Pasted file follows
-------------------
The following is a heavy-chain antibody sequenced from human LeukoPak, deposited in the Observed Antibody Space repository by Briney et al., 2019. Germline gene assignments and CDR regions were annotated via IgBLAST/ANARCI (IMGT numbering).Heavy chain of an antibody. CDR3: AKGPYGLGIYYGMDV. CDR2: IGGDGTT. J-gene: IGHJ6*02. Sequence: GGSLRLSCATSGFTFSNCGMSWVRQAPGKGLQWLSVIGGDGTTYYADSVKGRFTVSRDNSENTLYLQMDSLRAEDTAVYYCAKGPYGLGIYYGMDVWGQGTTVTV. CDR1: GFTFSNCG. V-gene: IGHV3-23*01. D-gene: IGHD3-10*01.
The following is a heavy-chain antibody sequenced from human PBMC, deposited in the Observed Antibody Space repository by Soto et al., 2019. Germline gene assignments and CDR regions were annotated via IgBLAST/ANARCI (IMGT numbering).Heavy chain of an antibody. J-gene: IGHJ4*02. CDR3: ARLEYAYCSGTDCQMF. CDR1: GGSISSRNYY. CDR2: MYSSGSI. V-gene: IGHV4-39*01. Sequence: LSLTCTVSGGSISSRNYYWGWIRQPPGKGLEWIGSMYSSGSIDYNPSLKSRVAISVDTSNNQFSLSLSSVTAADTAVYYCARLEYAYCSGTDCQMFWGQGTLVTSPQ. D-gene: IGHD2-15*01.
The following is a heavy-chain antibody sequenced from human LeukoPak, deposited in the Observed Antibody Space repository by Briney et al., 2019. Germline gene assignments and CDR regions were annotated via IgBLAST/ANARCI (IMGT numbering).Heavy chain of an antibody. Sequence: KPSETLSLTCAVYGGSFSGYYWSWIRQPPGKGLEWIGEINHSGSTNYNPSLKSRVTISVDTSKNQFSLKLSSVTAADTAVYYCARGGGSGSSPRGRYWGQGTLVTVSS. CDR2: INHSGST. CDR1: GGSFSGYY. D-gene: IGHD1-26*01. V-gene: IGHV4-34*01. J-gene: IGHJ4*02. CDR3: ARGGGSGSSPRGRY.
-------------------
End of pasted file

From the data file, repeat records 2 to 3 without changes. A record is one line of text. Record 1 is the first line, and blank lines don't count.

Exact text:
The following is a heavy-chain antibody sequenced from human PBMC, deposited in the Observed Antibody Space repository by Soto et al., 2019. Germline gene assignments and CDR regions were annotated via IgBLAST/ANARCI (IMGT numbering).Heavy chain of an antibody. J-gene: IGHJ4*02. CDR3: ARLEYAYCSGTDCQMF. CDR1: GGSISSRNYY. CDR2: MYSSGSI. V-gene: IGHV4-39*01. Sequence: LSLTCTVSGGSISSRNYYWGWIRQPPGKGLEWIGSMYSSGSIDYNPSLKSRVAISVDTSNNQFSLSLSSVTAADTAVYYCARLEYAYCSGTDCQMFWGQGTLVTSPQ. D-gene: IGHD2-15*01.
The following is a heavy-chain antibody sequenced from human LeukoPak, deposited in the Observed Antibody Space repository by Briney et al., 2019. Germline gene assignments and CDR regions were annotated via IgBLAST/ANARCI (IMGT numbering).Heavy chain of an antibody. Sequence: KPSETLSLTCAVYGGSFSGYYWSWIRQPPGKGLEWIGEINHSGSTNYNPSLKSRVTISVDTSKNQFSLKLSSVTAADTAVYYCARGGGSGSSPRGRYWGQGTLVTVSS. CDR2: INHSGST. CDR1: GGSFSGYY. D-gene: IGHD1-26*01. V-gene: IGHV4-34*01. J-gene: IGHJ4*02. CDR3: ARGGGSGSSPRGRY.